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Phone number alias

Spam-free phone
  [vote for,

After reading mecoterill's "Delete My Number", I thought about different ways of solving the problem of making it hard for a certain party to call you. I would love an equivalent of the solution I am currently using to protect my email from spam: the ability to create *aliases*.

My current email address is a very long, crazy name, which I never reveal to anyone. I only ever give out aliases. Email sent to an alias is then simply redirected to my actual mailbox.

Of course I have a "standard" alias which I give out to my friends, and another "standard" for work purposes. But as soon as I create an online account at, say, a store, I create a specific alias. That way, if they start spamming me, or sell my email address to someone else who starts spamming, I can simply delete the alias and have peace.

Phone number aliases are basically "limited time and exclusive use" phone numbers, given to parties which you may want to break contact with.

placid_turmoil, Feb 17 2009

Delete My Number Delete_20My_20Number
mecotteril's idea [placid_turmoil, Feb 17 2009]


       Nice, I used to do this extensively, until I started forgetting what my old alias passwords were and they started getting culled after filling to their limit (yes, it was in the old days of limited size mailboxes) but with the brave new world of bottomless mail-accounts this seems to work quite well - for email - and, in extension, telephone numbers.   

       Which makes me suddenly think of a prediction - at some point in the next 10 years, the phone number will become a thing of the past - we will instead use web-address style identifiers for voice communications (this already happens to some extent when you 'save' a number in your phone under an identifier chosen by yourself. Initially, this new mapping sit atop the existing phone-number network (and in many cases, the top-level mapping might default to the underlying number) but over time, as voip becomes more readily available, and the number of numeric-only keypads dwindles, the "phone number" as such will become obsolete, and be replaced by a mac or ip address combination at the machine level, and some registered id at the human level.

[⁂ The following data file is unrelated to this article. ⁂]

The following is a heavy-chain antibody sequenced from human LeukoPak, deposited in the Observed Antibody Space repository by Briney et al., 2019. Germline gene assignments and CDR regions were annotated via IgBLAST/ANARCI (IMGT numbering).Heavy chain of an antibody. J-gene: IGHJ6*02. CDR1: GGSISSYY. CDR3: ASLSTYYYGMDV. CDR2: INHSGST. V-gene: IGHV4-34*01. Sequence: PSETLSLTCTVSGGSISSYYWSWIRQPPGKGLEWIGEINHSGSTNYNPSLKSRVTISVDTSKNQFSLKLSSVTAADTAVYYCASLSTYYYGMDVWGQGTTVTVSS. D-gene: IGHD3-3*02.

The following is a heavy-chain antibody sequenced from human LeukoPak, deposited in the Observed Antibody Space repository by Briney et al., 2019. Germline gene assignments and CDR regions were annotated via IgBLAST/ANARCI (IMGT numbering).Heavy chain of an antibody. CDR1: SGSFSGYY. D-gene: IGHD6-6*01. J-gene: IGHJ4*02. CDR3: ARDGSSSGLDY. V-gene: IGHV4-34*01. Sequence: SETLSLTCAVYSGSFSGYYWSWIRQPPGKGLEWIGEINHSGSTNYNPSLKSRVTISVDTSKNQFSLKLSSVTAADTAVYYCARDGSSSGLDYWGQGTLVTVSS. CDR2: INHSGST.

zen_tom, Feb 17 2009

       I've thought about doing this, but as usual ended up here instead:

       If you have your own mail server you can create a unique e-mail for each legitimate contact, ie: if your name was Dick Medfield, you'd tell Tom Jones to use the e-mail:   


       or if you had to deal with Microsoft Tech Support:   


       thus when you started to get spam you send them a nasty note and delete their address from your server or if it's somebody you need to keep in touch with, send them a nasty note and a change of email form.
FlyingToaster, Feb 17 2009

       // we will instead use web-address style identifiers for voice communications // I agree, I think it might take even less than ten years. At that point it will be important to be in full control of your "human level" ids.   

       // Cheap pre-paid cellphones // Interesting technique. Although you would probably have to pay a bit for the forwarding (I know I do). Plus you need to keep one cell phone per number permanently charged and connected.   

       // a unique e-mail for each legitimate contact // That's the ultimate version of my system. I'm not quite at "trust no one" just yet ;)
placid_turmoil, Feb 19 2009

       //not quite at "trust no one" just yet//
well, I haven't done it myself, but if I had my own mail-server I probably would just to try it out... the theory is you give out a generic e-mail addy for temporary contacts (which you change every once-in-awhile when the spam starts piling up) and a specific contact addy for each person/business that you know you will continue to associate with (and then only change if they get hit with an e-mail worm or have decided to send your name to viagra.com or something).

       You could do the same with phone numbers and extensions if you have a machine: give each friend and business contact their own extension number (say the letters in their name), so if somebody calls and doesn't punch in a valid extension you don't feel obligated to answer the phone in case it's somebody you know.
FlyingToaster, Feb 19 2009

       Hi, yes I think this would work, though I must admit I don't quite understand how it works!   

       It sounds a bit like public/private key encryption - you have a key or phone number(s) that you can give out and a private key or number which these redirect to. Or like zen_tom suggests you could just have an 'id' which you give out and all the number and key handling is done in the background, each time you give it out it's different and for each person you can simply disconnect them from your id so the link is severed.
mecotterill, Feb 21 2009


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